New Delhi, Sept. 1: Trucks will be able to do 80 but not more, try as they might, if a government plan comes into force.
The government has decided to make speed governors compulsory in all trucks, the biggest killers on the road every year, according to research data released by the road ministry.
Sources said the speed governors — basically a device to ensure that even if a driver steps on the accelerator, the vehicle will not run beyond a pre-decided maximum speed — would ensure that no truck plied beyond 80kmph.
Logistics companies and the automobile industry were against the move, fearing that it would further slow down delivery, adding to losses suffered every year.
A recent survey by the Transport Corporation of India, one of the biggest logistics firms, revealed that the industry loses Rs 600 billion every year. Industry sources said the main reasons were the slow speed at which trucks plied and the various checkpoints where they are stopped.
“We have had several rounds of discussions with the automobile industry as well as with the logistics firms. We have managed to convince them that they suffer more loss in accidents which are largely due to over-speeding,” said a senior official.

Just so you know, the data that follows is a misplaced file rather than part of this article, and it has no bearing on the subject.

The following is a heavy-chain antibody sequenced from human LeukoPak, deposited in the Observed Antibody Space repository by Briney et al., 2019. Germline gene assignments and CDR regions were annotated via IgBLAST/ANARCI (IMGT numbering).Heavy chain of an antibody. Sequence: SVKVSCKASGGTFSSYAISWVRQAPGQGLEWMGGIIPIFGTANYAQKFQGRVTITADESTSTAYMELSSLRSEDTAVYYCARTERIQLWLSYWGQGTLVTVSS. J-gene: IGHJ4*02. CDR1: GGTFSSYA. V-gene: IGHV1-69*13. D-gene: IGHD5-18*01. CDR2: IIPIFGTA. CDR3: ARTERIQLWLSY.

The plan is to make the truck owner install the speed governor at the time of the yearly fitness tests that all commercial vehicles have to clear. The truck owners will have to foot the bill for the speed governor, according to the plan.
The law ministry is reviewing the final proposal. “Once the law ministry clears it, we will notify the change in the Central Motor Vehicle Rules,” the official added.
Once it is notified in the CMVR Act, trucks will have to be fitted with a speed governor at the time of manufacture. Only the armed forces and police trucks will be exempt from installing speed governors.
Of the nearly five lakh accidents reported last year, the maximum number was caused by scooters or two-wheelers. While trucks figured second on the list, they caused the maximum number of deaths — more than 28 per cent, which works out to some 40,000 fatalities.
“It is obvious that due to the size of the vehicle, the severity of the accident is more when a truck is involved. And speed makes it worse,” said Rohit Baluja of the Institute of Road Traffic and Education.
But critics said though the idea was good, it would take a long time for the effects to be seen on the ground.
They said the current system of inspecting vehicles was inefficient, as only visual inspections were carried out by commercial vehicle inspectors.
Sources said the government was in the process of re-equipping inspection centres apart from a proposal to let private players bid for these centres for better maintenance.